"These conditions … indicate the existence of a material uncertainty which may cast significant doubt about the group’s ability to continue as a going concern."
In the same filings, the directors of Independent Print Limited said they had serious concerns about long-term funding.
"The company’s shareholder and lenders have expressed their willingness to continue supporting the company as and when required, however there is no formal funding facility agreed and therefore there is material uncertainty as to the continued availability of funding," wrote the directors.
Lachaux launched his legal action after being alerted by a friend to the articles published by the Independent, the Evening Standard, and the Huffington Post. According to the judgment, he considered them to be a “campaign to defame him in the English press” by his ex-wife Afsana Lachaux, a former policy adviser to Gordon Brown.
The articles touched on certain parts of what Lord Justice Davis in the Court of Appeal described as the “extreme acrimony” around the Lachaux divorce proceedings that were going on in Dubai.
According to Davis, the Independent’s article, published on 25 January 2014, made out that Lachaux was “violent abusive and controlling” towards Afsana, and that he falsely accused her of kidnapping their son and “had himself callously and without justification snatched their son back from his mother’s arms”.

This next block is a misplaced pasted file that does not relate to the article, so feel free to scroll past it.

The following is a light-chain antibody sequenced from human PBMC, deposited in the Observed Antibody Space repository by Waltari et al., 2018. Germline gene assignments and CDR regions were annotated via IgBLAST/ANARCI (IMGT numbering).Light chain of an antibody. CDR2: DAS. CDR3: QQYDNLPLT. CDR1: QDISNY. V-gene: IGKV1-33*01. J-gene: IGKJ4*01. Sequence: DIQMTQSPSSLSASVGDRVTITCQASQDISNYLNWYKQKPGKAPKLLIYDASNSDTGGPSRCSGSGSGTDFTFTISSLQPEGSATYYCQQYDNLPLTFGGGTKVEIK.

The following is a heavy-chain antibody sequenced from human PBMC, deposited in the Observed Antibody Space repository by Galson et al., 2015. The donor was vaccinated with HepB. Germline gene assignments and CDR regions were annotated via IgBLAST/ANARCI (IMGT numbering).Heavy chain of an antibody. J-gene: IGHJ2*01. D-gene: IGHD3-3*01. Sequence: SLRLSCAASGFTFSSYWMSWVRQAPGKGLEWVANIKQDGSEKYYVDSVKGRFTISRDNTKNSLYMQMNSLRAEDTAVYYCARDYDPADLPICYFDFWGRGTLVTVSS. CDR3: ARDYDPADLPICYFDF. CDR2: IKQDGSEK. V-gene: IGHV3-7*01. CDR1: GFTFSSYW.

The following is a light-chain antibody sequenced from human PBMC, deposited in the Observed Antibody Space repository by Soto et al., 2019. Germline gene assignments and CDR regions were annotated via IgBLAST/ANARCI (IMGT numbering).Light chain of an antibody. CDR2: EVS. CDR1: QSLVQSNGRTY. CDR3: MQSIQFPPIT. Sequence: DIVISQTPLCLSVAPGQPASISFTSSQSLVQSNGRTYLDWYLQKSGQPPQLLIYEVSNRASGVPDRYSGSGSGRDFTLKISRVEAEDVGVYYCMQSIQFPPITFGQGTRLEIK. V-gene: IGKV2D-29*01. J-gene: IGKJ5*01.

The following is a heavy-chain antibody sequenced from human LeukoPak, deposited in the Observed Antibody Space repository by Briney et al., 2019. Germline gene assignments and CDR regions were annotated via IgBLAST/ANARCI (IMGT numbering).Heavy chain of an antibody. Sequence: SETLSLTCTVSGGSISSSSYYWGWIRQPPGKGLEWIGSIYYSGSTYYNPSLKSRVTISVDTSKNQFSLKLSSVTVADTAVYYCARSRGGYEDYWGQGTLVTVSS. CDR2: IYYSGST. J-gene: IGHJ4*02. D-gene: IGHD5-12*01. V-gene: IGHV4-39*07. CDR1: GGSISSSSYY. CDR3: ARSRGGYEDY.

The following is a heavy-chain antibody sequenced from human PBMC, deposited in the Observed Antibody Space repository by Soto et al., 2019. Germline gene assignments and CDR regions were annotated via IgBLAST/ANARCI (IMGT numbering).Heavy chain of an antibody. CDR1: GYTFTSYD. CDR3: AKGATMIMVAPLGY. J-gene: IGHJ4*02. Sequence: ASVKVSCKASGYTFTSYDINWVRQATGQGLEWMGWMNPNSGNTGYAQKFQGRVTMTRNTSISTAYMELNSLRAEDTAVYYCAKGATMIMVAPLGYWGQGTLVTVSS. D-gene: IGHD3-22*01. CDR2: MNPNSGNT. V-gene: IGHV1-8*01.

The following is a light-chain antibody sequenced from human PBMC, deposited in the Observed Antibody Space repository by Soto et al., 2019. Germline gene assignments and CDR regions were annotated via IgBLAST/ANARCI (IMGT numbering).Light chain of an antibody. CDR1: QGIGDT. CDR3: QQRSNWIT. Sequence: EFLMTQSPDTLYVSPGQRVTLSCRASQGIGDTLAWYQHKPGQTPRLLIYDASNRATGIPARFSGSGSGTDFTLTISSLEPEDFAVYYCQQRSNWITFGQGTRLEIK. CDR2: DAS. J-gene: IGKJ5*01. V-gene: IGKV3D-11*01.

There was also a claim Lachaux had been using the UAE legal system in order to bring the false allegation of child abduction and “deprive Afsana of custody and of access to their son”.
The news outlets were found to have defamed Bruno Lachaux. In September last year, the Court of Appeal rejected an appeal from the media outlets on every ground, concluding that the articles had indeed fulfilled the “serious harm” test under the new Defamation Act.
Since last year's judgment, the Huffington Post has decided not to follow the Independent and appeal the decision in the Supreme Court.
A Huffington Post spokesperson told BuzzFeed News: “We chose not to pursue a further appeal and are in the process of reaching a mutually satisfactory resolution of the matter with Mr Lachaux's team.”
BuzzFeed News understands Huffington Post's story about the Lachaux divorce proceedings had been posted to the open-source blogging section of the US-based website, meaning that it didn’t undergo the same editorial checks as the site's original journalism. Huffington Post UK announced editorial changes around the website’s blogging platform earlier this year.
After the Independent got the go-ahead for its appeal to the Supreme Court last month, legal insiders said it would be the first time Britain’s top court would be taking a look at the “serious harm” test in the country’s new defamation law, going on to predict it's “unlikely” the trial will take place before 2020.
Mark Di Stefano is a media and politics correspondent for BuzzFeed News and is based in London.
Contact Mark Di Stefano at firstname.lastname@example.org.
James Ball is a freelance writer and journalist. He is a former special correspondent at BuzzFeed UK.
Contact James Ball at email@example.com.